Reduce stringing PLA
Image source: Eureka Dry Tech

For most filaments, manufacturers recommend using a printing speed between 190 and 200 mm/s. Still, hobbyists who create many beautiful models and are well experienced in 3D printing believe that the perfect speed for a big range of 3D printers is approximately 150 mm/s.

Of course, you can lessen the amount of stringy 3D prints by adjusting your machine speed through testing and finding your best Y-axis and X-axis movement speed. 3D printers differ, and so do your settings.

The good news for users taking advantage of 3D printing software such as Simplify3D is that most slicers set the nozzle speed higher for non-printing movements by default.

Read also: Popular 3D Printing Infills: Your Guide to Best Results

Tip 4: Timely Nozzle Cleaning

Another way to cope with 3D printing string problems is to clean your nozzle in time. You can learn more about cleaning nozzles at home to ensure using the best practices.

3D print reduce stringing

Users who print with the same kind of filament all the time can clog their nozzle. And even if it is not blocked, it could have some residue inside, causing 3D prints to be stringy.

Changing filament types also requires having a clean nozzle. It can fix stringing and help you create beautiful and smooth projects.

Read also: How to Change Nozzle on 3D Printer from 0.4mm to 0.8mm

Tip 5: Nozzle Temperature

3D printing string issue can be affected by the wrong nozzle temperature that melts your filament so much it starts to drip and cause cobwebs and spaghetti.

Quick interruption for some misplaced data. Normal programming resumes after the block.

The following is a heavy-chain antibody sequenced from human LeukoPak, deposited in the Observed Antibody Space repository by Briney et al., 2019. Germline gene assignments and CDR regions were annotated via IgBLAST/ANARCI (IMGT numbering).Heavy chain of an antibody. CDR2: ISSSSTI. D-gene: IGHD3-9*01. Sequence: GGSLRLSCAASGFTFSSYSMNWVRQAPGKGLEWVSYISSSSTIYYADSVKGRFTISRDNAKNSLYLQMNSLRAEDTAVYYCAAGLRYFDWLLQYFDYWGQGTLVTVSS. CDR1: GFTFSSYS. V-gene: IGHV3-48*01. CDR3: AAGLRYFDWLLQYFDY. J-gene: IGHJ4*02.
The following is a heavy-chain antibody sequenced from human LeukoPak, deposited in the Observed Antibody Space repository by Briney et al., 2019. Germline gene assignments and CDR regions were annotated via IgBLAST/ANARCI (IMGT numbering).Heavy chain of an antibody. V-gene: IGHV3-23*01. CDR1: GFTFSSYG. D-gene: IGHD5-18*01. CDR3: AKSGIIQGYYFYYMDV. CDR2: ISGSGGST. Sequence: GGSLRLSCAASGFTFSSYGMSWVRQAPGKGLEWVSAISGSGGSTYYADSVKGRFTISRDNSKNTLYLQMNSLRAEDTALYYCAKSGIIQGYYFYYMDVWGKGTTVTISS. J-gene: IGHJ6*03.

It is essential to keep an eye on the temperature if you wish to reduce stringing for PLA, ABS, and other filaments. You can’t go too high, and you cannot keep it too low. If higher numbers can lead to a 3D printer stringy effect, low figures might not let the 3D printing material melt.

Use the standard temperature settings and decrease the numbers by 5-10 points if needed:

  • ABS – from 400 to 482 °F (from 200 to 250 °C);
  • PLA – from 356 to 428 °F (from 180 to 220 °C);
  • PETG – from 410 to 482 °F (from 210 to 250 °C);
  • PET – from 419 to 455 °F (from 215 to 235 °C);
  • PVA – from 320 to 374 °F (from 160 to 190 °C);
  • TPE – from 410 to 464 °F (from 210 to 240 °C);
  • TPU – from 446 to 482 °F (from 230 to 250 °C).

FAQ

What causes stringing in 3D printing?

The two most common causes of stringing in 3D printing are incorrect hot end temperature and retraction settings.

How to fix stringing in 3D printing?

There are numerous ways to reduce stringing. You can set up the correct retraction settings, 3D printer speed, and nozzle temperature and test the settings to find the best figures that suit your needs.

How to prevent stringing while 3D printing?

If you want to stop or prevent stringing, try to download different slicers and test their profiles. You can find great settings this way and avoid many issues.

How to reduce stringing PLA?

If different methods don’t help much, you can reduce stringing while printing with PLA by keeping this material free of moisture. Learn to store your filament correctly and ensure that no excess moisture turns into steam as your machine heats the plastic, and there will be fewer “whiskers” as you work on your next 3D print.

How to get rid of stringing on 3D prints?

You can adjust your retraction settings and reduce stringing for PLA, ABS, PTEG, and other filaments. But different materials, 3D printers, and slicers require different figures that change on multiple variables and are usually figured out through testing.

(Visited 3,130 times, 1 visits today)
Trending 3D Printed Toys STL: Dragons, WOW Characters, Villains Free 3D Printing Software to Create 3D Prints in 2022 Top 20 Witcher 3D Print Ideas: Character Models, Weapons, Medallions